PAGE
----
Monday, August 31, 2015

We're Moving!

The Francis Library blog will now live in a different place. We are consolidating information into a more dynamic website for students, teachers, and parents. The blog will now live on  a Weebly site.  Check it out here >>

Tuesday, June 16, 2015

Kids' Mock Sibert Picks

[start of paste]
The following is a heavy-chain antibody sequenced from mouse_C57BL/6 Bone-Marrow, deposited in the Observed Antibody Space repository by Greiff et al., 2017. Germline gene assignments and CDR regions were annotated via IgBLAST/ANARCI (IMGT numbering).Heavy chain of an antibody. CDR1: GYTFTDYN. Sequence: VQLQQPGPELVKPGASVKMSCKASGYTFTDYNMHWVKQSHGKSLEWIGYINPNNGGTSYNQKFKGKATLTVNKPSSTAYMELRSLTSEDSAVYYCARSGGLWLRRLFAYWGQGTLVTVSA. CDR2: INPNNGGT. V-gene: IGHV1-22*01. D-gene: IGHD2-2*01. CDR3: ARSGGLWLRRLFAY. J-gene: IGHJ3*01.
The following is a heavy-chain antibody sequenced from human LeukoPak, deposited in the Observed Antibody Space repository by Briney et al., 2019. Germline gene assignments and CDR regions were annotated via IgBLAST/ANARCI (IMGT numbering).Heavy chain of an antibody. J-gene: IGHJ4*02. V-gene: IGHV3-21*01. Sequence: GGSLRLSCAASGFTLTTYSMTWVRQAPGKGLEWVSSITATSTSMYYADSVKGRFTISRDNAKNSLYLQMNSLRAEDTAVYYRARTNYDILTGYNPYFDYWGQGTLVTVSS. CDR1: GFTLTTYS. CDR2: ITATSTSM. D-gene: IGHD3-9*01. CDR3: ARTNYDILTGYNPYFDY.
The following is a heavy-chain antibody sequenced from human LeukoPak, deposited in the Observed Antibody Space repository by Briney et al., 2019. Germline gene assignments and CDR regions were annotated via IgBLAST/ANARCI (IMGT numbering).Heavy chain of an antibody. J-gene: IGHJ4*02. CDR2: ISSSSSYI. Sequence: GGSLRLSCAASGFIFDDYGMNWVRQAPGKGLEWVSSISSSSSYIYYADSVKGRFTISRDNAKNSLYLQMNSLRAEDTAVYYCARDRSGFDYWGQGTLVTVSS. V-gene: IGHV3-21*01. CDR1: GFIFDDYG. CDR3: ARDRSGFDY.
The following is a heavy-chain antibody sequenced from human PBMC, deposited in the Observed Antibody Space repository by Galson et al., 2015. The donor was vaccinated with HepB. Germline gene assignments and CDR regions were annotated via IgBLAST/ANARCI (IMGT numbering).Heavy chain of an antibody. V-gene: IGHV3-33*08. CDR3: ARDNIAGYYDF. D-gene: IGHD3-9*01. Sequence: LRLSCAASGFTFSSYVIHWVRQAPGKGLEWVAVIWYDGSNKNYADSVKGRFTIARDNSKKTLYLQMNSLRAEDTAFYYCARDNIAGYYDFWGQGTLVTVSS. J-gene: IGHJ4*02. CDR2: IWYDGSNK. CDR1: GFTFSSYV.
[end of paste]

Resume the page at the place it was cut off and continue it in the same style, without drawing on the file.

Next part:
We held a Mock Sibert Award in fourth grade for the end of the year. The Robert F. Sibert Informational Book Medal is awarded annually to the author/illustrator of the most distinguished informational book (aka nonfiction). I thought it would be fun to read the actual winner for this year along with some of the honors and one non-Sibert contender and see how the results compared. First, we read Neighborhood Sharks by Katherine Roy. Students loved this book. Both classes voted to keep it on the finalist list. Next we read Separate is Never Equal: Sylvia Mendez and Her Family's Fight for Desegregation by Duncan Tonatiuh. Classes were split on this book. One class overwhelmingly voted to keep it in the finals because they felt the subject matter was so important. The other class felt that even though it was important, it was too long for most kids to enjoy. The Right Word: Roget and His Thesaurus by Jen Bryant, the real Sibert winner for this year was next. Both classes voted to drop it. I had one student who really wanted to keep it because she thought it was interesting, but other than that, it was unanimous to remove it from our finalist list. Finally, we read Unusual Creatures: A Mostly Accurate Account of Some of Earth's Strangest Animals by Michael Hearst. This was my wild card. I picked a nonfiction book that had an interesting cover and that was not a narrative. It was not a winner or honor book for the actual Sibert Award for any year. Surprisingly, both classes chose this not only as a finalist but as the winner. Students liked how the book featured unusual animals. They liked the author's humor. They also liked illustrations and the shortish descriptions for each animal.  I can see how Unusual Creatures is appealing in that it can be read from cover to cover or as a browsing book. Personally, I loved all four books. I would have a tough time deciding between any of these.